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The Governor on the National Stage : An Analysis of George Deukmejian's Standing in the National Political Arena and His Potential to Become a Major Player

July 03, 1988|RONALD BROWNSTEIN | Ronald Brownstein, a contributing editor of this magazine, is the West Coast correspondent and former White House correspondent for the National Journal. He is writing a book about the relationship between Hollywood and politics.

FOR SIX YEARS, Gov. George Deukmejian has successfully run a state bigger than most nations. But to the po litical elite of his own country, he couldn't be much less visible than if he were the mayor of California's insular state capital.

Interviews with more than two dozen Republican political consultants, Reagan Administration officials, California congressmen, and independent national policy analysts found that Deukmejian, for the governor of the nation's largest state, has a remarkably low profile in national political circles--even as his name appears on lists of potential running mates for George Bush. The Iron Duke to his supporters, Deukmejian is virtually the Invisible Duke in national political terms. At best, with Massachusetts Gov. Michael S. Dukakis poised to accept the Democratic presidential nomination in Atlanta this month, Deukmejian has acquired an identity as the Other Duke.

"There are people I've run into in the higher reaches of the federal government who don't even know who the governor of California is," says Martin Anderson, former chief domestic policy and economic adviser to President Reagan and now a senior fellow at the Hoover Institution at Stanford University. "He is largely unknown in Republican circles," agrees Republican political consultant John Buckley, press secretary for New York Rep. Jack F. Kemp's presidential bid. "There is no perception of him," says Roger J. Stone, another leading Republican political consultant.

Not all governors, of course, are national figures. But it has become increasingly common for the governors of major states to wield national clout. Many governors--from Republicans Thomas H. Kean of New Jersey and John H. Sununu of New Hampshire to Democrats Mario M. Cuomo of New York and Bill Clinton of Arkansas--are influential in shaping both the political agenda of their parties and the policy agenda of Congress, particularly on issues confronting the states.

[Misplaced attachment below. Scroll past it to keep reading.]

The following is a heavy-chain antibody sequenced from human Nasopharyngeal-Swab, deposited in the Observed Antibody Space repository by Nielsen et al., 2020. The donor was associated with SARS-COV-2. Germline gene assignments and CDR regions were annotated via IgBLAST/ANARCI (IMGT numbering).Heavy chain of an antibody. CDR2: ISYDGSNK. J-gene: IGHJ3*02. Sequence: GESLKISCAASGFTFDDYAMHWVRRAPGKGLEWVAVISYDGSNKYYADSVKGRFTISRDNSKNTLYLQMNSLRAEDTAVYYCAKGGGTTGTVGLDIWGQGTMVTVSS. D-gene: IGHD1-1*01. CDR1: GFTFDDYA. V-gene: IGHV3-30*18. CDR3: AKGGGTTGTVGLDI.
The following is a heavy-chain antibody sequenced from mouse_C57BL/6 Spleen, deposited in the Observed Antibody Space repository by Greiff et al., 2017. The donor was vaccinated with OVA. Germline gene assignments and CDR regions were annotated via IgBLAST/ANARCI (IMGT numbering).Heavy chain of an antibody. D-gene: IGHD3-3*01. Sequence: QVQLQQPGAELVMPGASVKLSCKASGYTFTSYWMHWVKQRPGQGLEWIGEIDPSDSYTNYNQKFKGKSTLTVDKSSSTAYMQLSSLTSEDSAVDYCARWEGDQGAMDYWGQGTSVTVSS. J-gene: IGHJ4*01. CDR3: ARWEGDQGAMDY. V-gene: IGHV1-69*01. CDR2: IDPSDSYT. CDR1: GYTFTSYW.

By and large, Deukmejian hasn't been among them. Deukmejian has not been a force on Capitol Hill. His relations with the California congressional delegation are cordial but distant, several members and aides say, and he has never testified before Congress. Nor has he been a significant participant in the Republican Party's intramural ideological debates; he remained distant from the presidential primaries this year until the result was long decided. He rarely interacts with the national press corps or national conservative activists.

This parochialism is remarkable considering the lineage in which Deukmejian stands--one that traces back not only to such nationally prominent California governors as Ronald Reagan and Earl Warren, but also in a sense to New Yorkers Franklin D. Roosevelt and Thomas E. Dewey. In the first half of this century, when New York was the nation's most populous and powerful state, its governors consistently shaped the national agenda. In the 12 presidential elections from 1904 to 1948, a New York governor headed the ticket for one or the other party nine times.

Since then, California has muscled its way to clear economic pre-eminence among the states, the economic boom fueling an explosion in population. Inexorably, if unevenly, political influence has followed. California now sends as many representatives to Congress as New York did at the height of its power; after the next congressional reapportionment (which will follow the 1990 Census), California will command a larger share of the Congress than any state in history. In the four decades before Deukmejian took office, every California governor save one made at least an exploratory run at the presidency. Earl Warren sought the Republican presidential nomination in 1948 and 1952. In 1960, Democrat Edmund G. (Pat) Brown seriously examined challenging John F. Kennedy, Lyndon B. Johnson and the rest of the Democratic field before deciding not to make the race.

Once California passed New York as the most populous state in 1964, it cemented its reputation as the launching pad for political trends, and its governors emerged as national figures almost as soon as they finished taking the oath of office. At the 1968 Republican convention, Ronald Reagan, just two years into his tenure as governor, offered himself for the presidency as the hero of the nascent anti-government conservative revolt. In 1976, Jerry Brown, also just two years into his term, declared the dawning of the "era of limits" and rocketed into the political stratosphere with a string of late primary victories over Jimmy Carter.

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